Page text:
- Standard Number:
OSHA requirements are set by statute, standards and regulations. Our interpretation letters explain these requirements and how they apply to particular circumstances, but they cannot create additional employer obligations. This letter constitutes OSHA's interpretation of the requirements discussed. Note that our enforcement guidance may be affected by changes to OSHA rules. Also, from time to time we update our guidance in response to new information. To keep apprised of such developments, you can consult OSHA's website at https://www.osha.gov.
June 26, 1992
Mr. James J. Hamulav
Kimball & Curry, P.C.
2600 North Central Avenue
Phoenix, Arizona 85004
Dear Mr. Hamula:
I am responding to your letter dated February 18 which was transferred to my office from the Directorate of Compliance. My Division of Recordkeeping Requirements is responsible for administering the OSHA injury and illness recordkeeping system nationwide. Please excuse the lengthy delay in our response.
The June 4 memorandum describes OSHA's interim policy of issuing citations for violations of 29 CFR Part 1904 when employers fail to record occupational hearing loss on the OSHA Log and Summary of Occupational Injuries and Illnesses (Form 200). Employers are still expected to comply with all of the provisions of the Hearing Conservation Amendment (29 CFR Part 1910.95).
Many companies have been recording Standard Threshold Shifts (STS) of 10 dB or greater (as defined in the Hearing Conservation Amendment (HCA)) on their OSHA Logs. If these companies continue to do so, they will be in complete compliance with the injury and illness recordkeeping requirements and enforcement policy. OSHA does not want to discourage your client companies from continuing this practice. If they continue to record 10 dB shifts on their OSHA Form 200, they should revise the baselines using the HCA provisions to avoid recording the same STS more than once.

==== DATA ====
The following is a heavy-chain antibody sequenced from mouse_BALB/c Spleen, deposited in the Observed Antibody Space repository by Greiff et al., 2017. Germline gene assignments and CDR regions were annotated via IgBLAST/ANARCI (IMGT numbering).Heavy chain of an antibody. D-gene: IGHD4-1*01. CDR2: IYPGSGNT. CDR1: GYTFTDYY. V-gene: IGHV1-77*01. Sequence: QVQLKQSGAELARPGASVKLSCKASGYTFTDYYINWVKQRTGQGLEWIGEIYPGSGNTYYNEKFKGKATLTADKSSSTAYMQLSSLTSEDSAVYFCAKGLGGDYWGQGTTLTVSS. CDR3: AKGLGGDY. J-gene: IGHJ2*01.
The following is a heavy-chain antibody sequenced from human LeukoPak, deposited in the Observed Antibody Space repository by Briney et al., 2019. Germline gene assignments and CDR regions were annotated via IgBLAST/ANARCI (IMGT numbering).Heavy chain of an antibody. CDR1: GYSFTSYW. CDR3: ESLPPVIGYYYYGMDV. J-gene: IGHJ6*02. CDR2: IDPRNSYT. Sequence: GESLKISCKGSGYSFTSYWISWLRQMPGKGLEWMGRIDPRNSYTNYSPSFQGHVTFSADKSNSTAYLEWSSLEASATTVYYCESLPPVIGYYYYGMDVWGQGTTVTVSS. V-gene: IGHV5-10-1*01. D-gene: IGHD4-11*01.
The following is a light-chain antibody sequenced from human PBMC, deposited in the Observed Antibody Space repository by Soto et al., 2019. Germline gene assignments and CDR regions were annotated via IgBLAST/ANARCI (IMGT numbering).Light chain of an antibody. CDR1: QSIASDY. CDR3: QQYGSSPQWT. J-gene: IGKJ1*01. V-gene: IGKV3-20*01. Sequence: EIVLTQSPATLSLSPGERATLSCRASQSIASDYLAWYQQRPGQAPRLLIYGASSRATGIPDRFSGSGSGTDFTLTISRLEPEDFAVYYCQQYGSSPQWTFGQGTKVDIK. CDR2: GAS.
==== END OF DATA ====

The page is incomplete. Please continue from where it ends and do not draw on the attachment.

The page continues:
If your clients choose to record 25 dB shifts on the OSHA Form 200, the initial shift must be measured from the employee's "original baseline". The "original baseline" is the baseline audiogram first established as a result of the RCA. This could be a 1983 audiogram under the RCA, a pre-1983 audiogram grandfathered in under the RCA, or a pre-employment audiogram given to an employee hired after 1983.
When a 25 dB shift occurs and the case is recorded on the OSHA Log, that audiogram will then become the new reference baseline for future measurements. Another recordable case would not be logged until the employee suffers a 25 dB shift from the new reference baseline.
I hope you find this information useful. If you have any further questions please contact my staff at (202) 523-1463.
STEPHEN A. NEWELL
Office of Statistics